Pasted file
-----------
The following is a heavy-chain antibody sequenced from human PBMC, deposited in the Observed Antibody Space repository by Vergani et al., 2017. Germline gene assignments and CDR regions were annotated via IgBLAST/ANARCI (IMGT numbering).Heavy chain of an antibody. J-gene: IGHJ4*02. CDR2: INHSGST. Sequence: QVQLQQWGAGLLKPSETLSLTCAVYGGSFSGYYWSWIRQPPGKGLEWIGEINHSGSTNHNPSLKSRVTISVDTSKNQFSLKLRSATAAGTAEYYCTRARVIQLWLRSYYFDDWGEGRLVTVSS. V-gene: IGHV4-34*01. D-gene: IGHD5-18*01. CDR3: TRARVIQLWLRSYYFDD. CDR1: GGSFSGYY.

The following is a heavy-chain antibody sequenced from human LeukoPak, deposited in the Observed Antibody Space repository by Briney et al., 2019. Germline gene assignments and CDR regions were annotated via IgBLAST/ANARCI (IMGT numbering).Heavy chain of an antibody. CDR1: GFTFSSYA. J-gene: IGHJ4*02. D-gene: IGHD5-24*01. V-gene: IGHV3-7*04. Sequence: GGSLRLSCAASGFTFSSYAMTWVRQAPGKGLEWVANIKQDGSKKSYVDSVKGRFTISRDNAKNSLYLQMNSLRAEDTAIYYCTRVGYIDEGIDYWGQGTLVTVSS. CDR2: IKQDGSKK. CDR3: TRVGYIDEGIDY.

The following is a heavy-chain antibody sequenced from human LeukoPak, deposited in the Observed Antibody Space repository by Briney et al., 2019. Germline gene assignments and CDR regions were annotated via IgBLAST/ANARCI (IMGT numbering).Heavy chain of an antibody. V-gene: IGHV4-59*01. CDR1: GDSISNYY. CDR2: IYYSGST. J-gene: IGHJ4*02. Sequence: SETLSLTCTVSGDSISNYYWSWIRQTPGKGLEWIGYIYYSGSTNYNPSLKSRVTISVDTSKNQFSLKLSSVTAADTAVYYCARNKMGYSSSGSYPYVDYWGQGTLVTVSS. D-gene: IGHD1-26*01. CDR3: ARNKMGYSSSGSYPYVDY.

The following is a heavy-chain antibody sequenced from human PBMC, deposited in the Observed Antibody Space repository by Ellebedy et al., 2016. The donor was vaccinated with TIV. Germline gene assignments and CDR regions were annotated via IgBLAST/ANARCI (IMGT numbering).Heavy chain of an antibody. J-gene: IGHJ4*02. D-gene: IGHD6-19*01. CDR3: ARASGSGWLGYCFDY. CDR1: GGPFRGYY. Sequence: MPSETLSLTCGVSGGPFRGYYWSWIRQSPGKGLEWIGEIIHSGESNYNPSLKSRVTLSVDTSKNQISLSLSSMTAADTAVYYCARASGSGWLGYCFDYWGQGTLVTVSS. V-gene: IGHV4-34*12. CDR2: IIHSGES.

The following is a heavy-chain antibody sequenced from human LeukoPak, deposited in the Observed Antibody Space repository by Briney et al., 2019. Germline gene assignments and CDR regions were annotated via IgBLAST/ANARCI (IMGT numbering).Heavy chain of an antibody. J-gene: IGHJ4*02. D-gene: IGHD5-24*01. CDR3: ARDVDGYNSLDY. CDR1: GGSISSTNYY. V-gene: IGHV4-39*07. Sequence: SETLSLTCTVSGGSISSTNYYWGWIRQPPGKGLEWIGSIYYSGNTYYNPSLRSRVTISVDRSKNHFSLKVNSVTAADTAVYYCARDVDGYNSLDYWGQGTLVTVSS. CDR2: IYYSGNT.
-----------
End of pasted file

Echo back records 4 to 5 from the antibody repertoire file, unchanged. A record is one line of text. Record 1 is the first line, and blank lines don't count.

The following is a heavy-chain antibody sequenced from human PBMC, deposited in the Observed Antibody Space repository by Ellebedy et al., 2016. The donor was vaccinated with TIV. Germline gene assignments and CDR regions were annotated via IgBLAST/ANARCI (IMGT numbering).Heavy chain of an antibody. J-gene: IGHJ4*02. D-gene: IGHD6-19*01. CDR3: ARASGSGWLGYCFDY. CDR1: GGPFRGYY. Sequence: MPSETLSLTCGVSGGPFRGYYWSWIRQSPGKGLEWIGEIIHSGESNYNPSLKSRVTLSVDTSKNQISLSLSSMTAADTAVYYCARASGSGWLGYCFDYWGQGTLVTVSS. V-gene: IGHV4-34*12. CDR2: IIHSGES.

The following is a heavy-chain antibody sequenced from human LeukoPak, deposited in the Observed Antibody Space repository by Briney et al., 2019. Germline gene assignments and CDR regions were annotated via IgBLAST/ANARCI (IMGT numbering).Heavy chain of an antibody. J-gene: IGHJ4*02. D-gene: IGHD5-24*01. CDR3: ARDVDGYNSLDY. CDR1: GGSISSTNYY. V-gene: IGHV4-39*07. Sequence: SETLSLTCTVSGGSISSTNYYWGWIRQPPGKGLEWIGSIYYSGNTYYNPSLRSRVTISVDRSKNHFSLKVNSVTAADTAVYYCARDVDGYNSLDYWGQGTLVTVSS. CDR2: IYYSGNT.